We were trying to follow at a distance when Estelle suddenly said, “look, there’s another one!”, and there in front of us was Mbali leopardess!  We had been so focussed on the young male leopard that we hadn’t even noticed her!

Mbali female
We watched her as she watched him disappearing with the impala that was no doubt actually her kill that she had lost!  Once he was out of sight, she wandered straight over to the area where the kill had been and found the stomach that had fallen out, and began to eat that before following the scent trail of the kill again!

Mbali eating the remains of her stolen kill
It was getting dark, and we had had a great sighting of two leopards in our first hour of drive, so we made space for Herold and the other guides and carried on with drive.  We saw more impalas, a baboon and a giraffe calf in the area of Concrete Crossing.
We went to follow up on a breeding herd of buffalo that had been found at the start of the drive, and soon found them south of Buffalo Pan.  We spent a bit of time with them as the sun set in the west, but chose to leave them to go and have a drink at Buffalo Pan.

Buffalo herd on the move at sunset
As we were packing up, I went to visit a bush, and in the moonlit darkness saw the herd of buffalos approaching across the small clearing.  We got everyone back into the Land Rover and finished packing up as the first buffalo approached to drink 20m from us!  Then all 150 buffalos arrived at the water to quench their thirsts.  In the rather bright moonlight, we sat and enjoyed a pretty special scene of being surrounded by a nice, relaxed herd of buffalos!  One inquisitive female came and almost licked our bull-bars!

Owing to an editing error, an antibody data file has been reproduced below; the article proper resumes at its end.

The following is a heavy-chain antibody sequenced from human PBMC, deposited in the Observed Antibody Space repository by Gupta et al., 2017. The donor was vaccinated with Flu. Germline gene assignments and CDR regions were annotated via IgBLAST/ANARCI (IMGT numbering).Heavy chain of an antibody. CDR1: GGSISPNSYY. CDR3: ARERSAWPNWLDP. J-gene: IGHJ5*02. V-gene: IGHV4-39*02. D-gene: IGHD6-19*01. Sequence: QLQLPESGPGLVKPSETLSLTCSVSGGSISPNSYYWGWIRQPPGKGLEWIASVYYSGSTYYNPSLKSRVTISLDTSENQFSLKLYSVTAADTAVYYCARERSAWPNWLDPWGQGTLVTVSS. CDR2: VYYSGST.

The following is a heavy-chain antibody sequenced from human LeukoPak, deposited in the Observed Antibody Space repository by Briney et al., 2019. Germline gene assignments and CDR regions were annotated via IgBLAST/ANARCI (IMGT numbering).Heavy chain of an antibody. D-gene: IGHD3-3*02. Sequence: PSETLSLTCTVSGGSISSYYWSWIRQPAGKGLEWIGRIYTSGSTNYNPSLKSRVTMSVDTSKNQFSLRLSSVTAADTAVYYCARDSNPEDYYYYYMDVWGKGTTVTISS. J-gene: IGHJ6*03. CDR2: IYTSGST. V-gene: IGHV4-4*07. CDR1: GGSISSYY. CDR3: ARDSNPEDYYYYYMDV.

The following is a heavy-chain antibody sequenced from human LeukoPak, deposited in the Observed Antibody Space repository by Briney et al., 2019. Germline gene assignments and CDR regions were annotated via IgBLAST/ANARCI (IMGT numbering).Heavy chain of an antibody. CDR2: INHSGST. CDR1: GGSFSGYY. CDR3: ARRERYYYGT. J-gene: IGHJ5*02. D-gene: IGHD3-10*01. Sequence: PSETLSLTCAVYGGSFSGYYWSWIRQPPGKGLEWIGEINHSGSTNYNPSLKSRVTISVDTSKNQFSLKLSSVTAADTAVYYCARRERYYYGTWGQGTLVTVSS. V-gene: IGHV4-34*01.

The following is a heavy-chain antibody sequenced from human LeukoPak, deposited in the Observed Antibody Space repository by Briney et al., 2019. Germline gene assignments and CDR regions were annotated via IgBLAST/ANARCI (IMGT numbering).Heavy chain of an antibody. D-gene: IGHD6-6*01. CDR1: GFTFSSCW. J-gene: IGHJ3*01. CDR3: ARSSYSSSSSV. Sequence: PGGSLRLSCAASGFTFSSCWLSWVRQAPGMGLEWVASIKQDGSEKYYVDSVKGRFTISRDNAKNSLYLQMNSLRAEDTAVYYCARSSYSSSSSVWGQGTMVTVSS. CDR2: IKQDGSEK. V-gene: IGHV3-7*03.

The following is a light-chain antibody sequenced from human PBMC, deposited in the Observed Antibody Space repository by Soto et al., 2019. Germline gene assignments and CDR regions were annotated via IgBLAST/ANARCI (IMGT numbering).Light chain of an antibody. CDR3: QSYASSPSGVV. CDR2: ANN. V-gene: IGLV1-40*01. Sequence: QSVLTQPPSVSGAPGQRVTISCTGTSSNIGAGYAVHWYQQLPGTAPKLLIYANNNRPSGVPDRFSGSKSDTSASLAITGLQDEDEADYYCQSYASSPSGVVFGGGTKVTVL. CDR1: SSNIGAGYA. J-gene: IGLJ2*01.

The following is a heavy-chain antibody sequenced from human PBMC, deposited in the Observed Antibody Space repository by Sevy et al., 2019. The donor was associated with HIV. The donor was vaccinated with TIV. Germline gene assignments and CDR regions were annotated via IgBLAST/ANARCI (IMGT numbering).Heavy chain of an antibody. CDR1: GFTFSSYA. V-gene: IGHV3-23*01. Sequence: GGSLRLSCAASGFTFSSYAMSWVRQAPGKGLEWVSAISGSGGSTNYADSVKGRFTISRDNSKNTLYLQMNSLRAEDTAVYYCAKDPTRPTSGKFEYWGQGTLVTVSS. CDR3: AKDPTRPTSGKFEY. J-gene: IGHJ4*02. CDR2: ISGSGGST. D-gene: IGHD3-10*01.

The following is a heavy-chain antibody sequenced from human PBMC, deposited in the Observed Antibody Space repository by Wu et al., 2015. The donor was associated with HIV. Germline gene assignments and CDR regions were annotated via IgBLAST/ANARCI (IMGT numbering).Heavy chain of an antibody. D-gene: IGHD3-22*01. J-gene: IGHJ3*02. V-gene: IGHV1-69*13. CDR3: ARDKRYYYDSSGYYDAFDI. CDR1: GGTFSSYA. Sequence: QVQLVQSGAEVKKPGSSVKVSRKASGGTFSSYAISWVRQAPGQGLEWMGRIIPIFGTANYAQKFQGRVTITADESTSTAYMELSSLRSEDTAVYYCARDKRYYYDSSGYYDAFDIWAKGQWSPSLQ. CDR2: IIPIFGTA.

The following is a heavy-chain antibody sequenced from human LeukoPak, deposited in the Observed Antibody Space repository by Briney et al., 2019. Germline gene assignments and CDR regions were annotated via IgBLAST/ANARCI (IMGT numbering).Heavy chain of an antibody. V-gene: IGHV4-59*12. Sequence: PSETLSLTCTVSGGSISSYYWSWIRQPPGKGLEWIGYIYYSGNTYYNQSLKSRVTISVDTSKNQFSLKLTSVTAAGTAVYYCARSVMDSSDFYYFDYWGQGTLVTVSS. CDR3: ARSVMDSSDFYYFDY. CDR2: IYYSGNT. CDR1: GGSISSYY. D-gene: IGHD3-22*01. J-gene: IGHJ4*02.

We left them and heard that the male leopard had taken the kill up a tree some distance south of where we saw him, and Mbali had led the guides straight there, but didn’t climb the tree to feed.  We headed back to the lodge and were serenaded by sounds of hyenas, hippos and other sounds of the night.  The chilly weather probably kept the nocturnal creatures tucked up for a bit longer, and we only by-passed impalas before arrive back at the lodge for a wonderful dinner around a warm fire!
We were all really happy with the start, and didn’t quite realise that it was only just the beginning of our run of wonderful viewing!

1 comment:

  1. Great day Chad, can't wait for the next update.
    Just one thing, you said the male "lion" took the kill up the tree :).